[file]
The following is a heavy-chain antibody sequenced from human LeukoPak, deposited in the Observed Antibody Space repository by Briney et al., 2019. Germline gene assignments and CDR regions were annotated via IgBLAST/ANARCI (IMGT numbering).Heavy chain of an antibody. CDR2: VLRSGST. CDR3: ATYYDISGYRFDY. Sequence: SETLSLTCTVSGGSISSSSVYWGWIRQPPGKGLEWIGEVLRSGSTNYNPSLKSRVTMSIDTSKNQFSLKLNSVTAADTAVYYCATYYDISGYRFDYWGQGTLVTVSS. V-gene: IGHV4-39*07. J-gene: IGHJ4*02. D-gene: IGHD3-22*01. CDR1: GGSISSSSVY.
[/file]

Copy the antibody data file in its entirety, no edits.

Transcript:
The following is a heavy-chain antibody sequenced from human LeukoPak, deposited in the Observed Antibody Space repository by Briney et al., 2019. Germline gene assignments and CDR regions were annotated via IgBLAST/ANARCI (IMGT numbering).Heavy chain of an antibody. CDR2: VLRSGST. CDR3: ATYYDISGYRFDY. Sequence: SETLSLTCTVSGGSISSSSVYWGWIRQPPGKGLEWIGEVLRSGSTNYNPSLKSRVTMSIDTSKNQFSLKLNSVTAADTAVYYCATYYDISGYRFDYWGQGTLVTVSS. V-gene: IGHV4-39*07. J-gene: IGHJ4*02. D-gene: IGHD3-22*01. CDR1: GGSISSSSVY.